Subscribe to North America's Longest Established Scuba Diving Magazine
Conservation Marine Life

Orcas: Sentinels for Ocean Health

By Jean-Michel Cousteau and Holly Lohuis

Dr. Peter Ross, marine mammal toxicologist, explains his research to Jean-Michel Cousteau, Holly Lohuis and the OFS expedition team. Photo: Carrie Vonderhaar, Ocean Futures Society

L41, a 43-year-old male orca from the Southern Resident L Pod is missing and feared dead. This is just one more blow to the endangered orca population in the Puget Sound region.  For whale researchers, whale enthusiasts and local residents of the Pacific Northwest, these killer whales are like family and when one goes missing, it is heartbreaking news for us all to comprehend.  

When L41 was last sighted in August 2019, he was showing signs of being underweight but still swimming with his extended family as he had for much of his entire life. If he remains missing, the population of the endangered southern resident orcas will only be 72 animals, the second lowest number of individuals since the Ken Balcomb with Center of Whale Research and his team began its population census over 45 years ago.  Today, these three orca pods, J, K and L, are some of the most watched orcas in the world.  From the important research conducted by multiple organizations and institutions, we know that L41 and the late J1 fathered most of the calves born in to the three southern resident pods since 1990. Unfortunately, today these endangered orcas are struggling for survival because of three main threats: lack of their favourite prey, King or Chinook salmon; increase shipping noise and disturbance by boats; and the bioaccumulative effects of industrial chemicals passing up the food chain and impacting these top predators.  And what has been recently documented is the real and unfortunate fact that, from 2008 to 2014, nearly 70 percent of all known orca pregnancies in these southern resident orcas pods have failed.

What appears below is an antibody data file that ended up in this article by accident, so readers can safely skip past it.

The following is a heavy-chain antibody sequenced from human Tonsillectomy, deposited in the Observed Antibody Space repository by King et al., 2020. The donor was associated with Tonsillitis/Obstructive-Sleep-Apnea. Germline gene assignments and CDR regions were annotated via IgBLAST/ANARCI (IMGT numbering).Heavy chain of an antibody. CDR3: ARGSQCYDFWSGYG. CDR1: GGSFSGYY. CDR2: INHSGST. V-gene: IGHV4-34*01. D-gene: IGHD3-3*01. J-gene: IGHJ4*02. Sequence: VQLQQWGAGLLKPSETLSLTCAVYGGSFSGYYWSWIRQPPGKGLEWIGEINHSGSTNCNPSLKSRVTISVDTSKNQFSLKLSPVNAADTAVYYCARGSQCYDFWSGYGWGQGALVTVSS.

Orcas, also known as killer whales, are the most cosmopolitan species of dolphin. They are found from the Arctic to the Antarctic and live in different cultures comprised of complex societies with strong family bonds. They learn important survival and social skills from the older females and many orcas stay with their mother for their entire lives. We have learned much about these complex social ties by studying orcas in the wild for over 50 years.  What we have come to appreciate is how these apex predators help us gauge the health of their oceanic environment by how well the different populations are either thriving or failing over time. Orcas are important sentinels of ocean health.

The plight of endangered southern resident orcas became a personal story for my team and I when back in the summer of 2008 we worked with orca biologists and marine mammal toxicologists filming orcas in five countries for a PBS TV special Call of the KillerWhale. There was a consistent theme amongst the orca experts: the health of the ocean is directly linked to the success or decline of orca populations studied around the world.